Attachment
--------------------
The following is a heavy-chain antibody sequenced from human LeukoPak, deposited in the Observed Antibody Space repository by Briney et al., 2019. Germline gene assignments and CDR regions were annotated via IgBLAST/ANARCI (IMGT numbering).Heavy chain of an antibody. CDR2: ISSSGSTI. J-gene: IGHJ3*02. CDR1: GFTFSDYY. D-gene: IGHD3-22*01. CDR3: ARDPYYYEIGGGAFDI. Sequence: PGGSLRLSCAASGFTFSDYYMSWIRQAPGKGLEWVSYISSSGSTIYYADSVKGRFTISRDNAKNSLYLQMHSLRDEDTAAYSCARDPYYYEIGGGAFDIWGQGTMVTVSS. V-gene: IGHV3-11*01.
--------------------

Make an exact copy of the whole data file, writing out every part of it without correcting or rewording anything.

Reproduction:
The following is a heavy-chain antibody sequenced from human LeukoPak, deposited in the Observed Antibody Space repository by Briney et al., 2019. Germline gene assignments and CDR regions were annotated via IgBLAST/ANARCI (IMGT numbering).Heavy chain of an antibody. CDR2: ISSSGSTI. J-gene: IGHJ3*02. CDR1: GFTFSDYY. D-gene: IGHD3-22*01. CDR3: ARDPYYYEIGGGAFDI. Sequence: PGGSLRLSCAASGFTFSDYYMSWIRQAPGKGLEWVSYISSSGSTIYYADSVKGRFTISRDNAKNSLYLQMHSLRDEDTAAYSCARDPYYYEIGGGAFDIWGQGTMVTVSS. V-gene: IGHV3-11*01.